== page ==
The protests that started in Istanbul and have shaken the country are rooted in a lot more than complaints about riding rough-shod over opposition to the redevelopment of one of the few green spaces in the historic heart of a city of 13 million and turning it into a shopping mall.
Other grievances have coalesced around a demonstration that began last week in Gezi Park near to Taksim Square and spread to other cities including Ankara, the capital. They include the recent law pushed through parliament by the Islamist-rooted government of Recep Tayyip Erdogan restricting the sale and consumption of alcohol, the jailing of many journalists on questionable grounds and the handing down of a suspended 10-month sentence for Fazil Say, an internationally-acclaimed pianist, for insulting Islam in Twitter postings.
In general there is a growing discontent, particularly among middle-class secularists, with the authoritarian style of government of the Justice and Development Party (AKP), which has been in power for more than 10 years, and with what is perceived as a creeping Islamicisation under a one-party state that goes through the motions of democracy with regular elections which it keeps on winning.
The government’s policy towards Syria is also becoming unpopular. Its support for the opposition in Syria’s civil war and vociferous criticism of the regime of President Bashar Al-Assad is believed to have led to the detonating of two car bombs last month in a town on Turkey’s border with Syria, which killed more than 40 people. Syria denied involvement of its intelligence service.
Erdogan justified the alcohol restrictions on the grounds that he wanted to stop young Turks from ‘wandering about in a state of inebriation’. According to a recent OECD study, Turks are Europe’s soberest people as annual alcohol consumption (2010) is just 1.5 litres per head, which hardly justifies banning shops from selling drink between 10pm and 6am or displaying the stuff in windows.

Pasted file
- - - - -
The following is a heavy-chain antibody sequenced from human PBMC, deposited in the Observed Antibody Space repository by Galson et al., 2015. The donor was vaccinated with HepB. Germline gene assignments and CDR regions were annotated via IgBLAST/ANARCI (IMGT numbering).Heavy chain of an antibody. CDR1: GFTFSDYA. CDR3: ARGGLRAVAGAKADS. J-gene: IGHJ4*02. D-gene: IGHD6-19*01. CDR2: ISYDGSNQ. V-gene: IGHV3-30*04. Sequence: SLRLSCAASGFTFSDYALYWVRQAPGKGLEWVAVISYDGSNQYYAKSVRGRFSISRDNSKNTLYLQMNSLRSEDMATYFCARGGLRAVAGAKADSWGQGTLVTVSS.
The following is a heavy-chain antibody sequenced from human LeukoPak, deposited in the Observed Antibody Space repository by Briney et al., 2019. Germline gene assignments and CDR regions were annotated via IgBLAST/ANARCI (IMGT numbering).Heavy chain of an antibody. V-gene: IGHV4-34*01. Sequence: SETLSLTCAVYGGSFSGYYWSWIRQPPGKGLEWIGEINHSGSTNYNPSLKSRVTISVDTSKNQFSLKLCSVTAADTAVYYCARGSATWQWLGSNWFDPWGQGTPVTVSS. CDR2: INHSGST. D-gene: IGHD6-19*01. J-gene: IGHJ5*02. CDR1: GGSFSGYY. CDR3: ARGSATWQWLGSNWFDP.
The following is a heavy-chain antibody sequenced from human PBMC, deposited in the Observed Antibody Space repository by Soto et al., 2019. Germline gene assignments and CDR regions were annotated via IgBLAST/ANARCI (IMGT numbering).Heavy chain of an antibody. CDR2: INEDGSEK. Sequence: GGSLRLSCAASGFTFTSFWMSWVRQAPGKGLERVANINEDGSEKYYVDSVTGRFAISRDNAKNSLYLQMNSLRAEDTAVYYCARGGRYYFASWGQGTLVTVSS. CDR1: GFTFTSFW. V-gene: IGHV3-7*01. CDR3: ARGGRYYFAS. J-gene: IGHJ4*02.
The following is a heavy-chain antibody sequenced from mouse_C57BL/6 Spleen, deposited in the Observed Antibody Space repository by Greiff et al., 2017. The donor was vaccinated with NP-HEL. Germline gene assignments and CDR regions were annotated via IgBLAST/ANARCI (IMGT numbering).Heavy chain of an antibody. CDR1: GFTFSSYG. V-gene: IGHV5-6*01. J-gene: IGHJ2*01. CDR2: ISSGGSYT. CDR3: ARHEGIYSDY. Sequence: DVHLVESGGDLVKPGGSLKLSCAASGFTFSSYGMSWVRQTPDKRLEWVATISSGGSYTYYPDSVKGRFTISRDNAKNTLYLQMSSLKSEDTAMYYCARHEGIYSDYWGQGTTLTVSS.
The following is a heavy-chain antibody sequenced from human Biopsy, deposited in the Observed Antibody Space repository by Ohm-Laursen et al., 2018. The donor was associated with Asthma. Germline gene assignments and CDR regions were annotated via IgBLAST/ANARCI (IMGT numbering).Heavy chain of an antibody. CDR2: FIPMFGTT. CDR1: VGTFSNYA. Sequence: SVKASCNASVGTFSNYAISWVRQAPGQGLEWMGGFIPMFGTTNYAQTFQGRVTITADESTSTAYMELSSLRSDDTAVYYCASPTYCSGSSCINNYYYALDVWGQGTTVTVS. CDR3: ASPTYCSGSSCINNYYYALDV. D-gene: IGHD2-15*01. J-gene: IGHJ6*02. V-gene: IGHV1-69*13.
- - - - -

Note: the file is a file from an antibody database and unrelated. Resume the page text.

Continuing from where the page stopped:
While Spain’s ‘indignant’ protest movement was born two years ago out of the harsh austerity measures brought on by recession and frustration at the lack of job opportunities, particularly among young adults, Turkey’s protest movement is much more cultural and political than economic. The Turkish economy has been the fastest growing in Europe over the last decade, though the pace of growth has slowed down considerably this year. The size of the economy trebled between 2002, when the AKP came to power with a landslide victory that swept away the old guard secularist and corrupt political establishment, and 2011, when the party was elected for the third time and with an increased share of the vote (almost 50%). Per capita income has risen substantially. Erdogan has also achieved a truce in the 30-year bloody conflict with the Kurdistan Workers Party (PKK).
It was indicative of the cosy relations between Turkey’s media barons and the government that the Gezi Park protests and the heavy-handed police reaction were largely or completely ignored by Turkish TV channels. For example, while CNN International covered the protests live last Friday when they started, with the endless volleys of teargas against demonstrators, CNN Turk, the network’s Turkish-language affiliate ran a cooking show.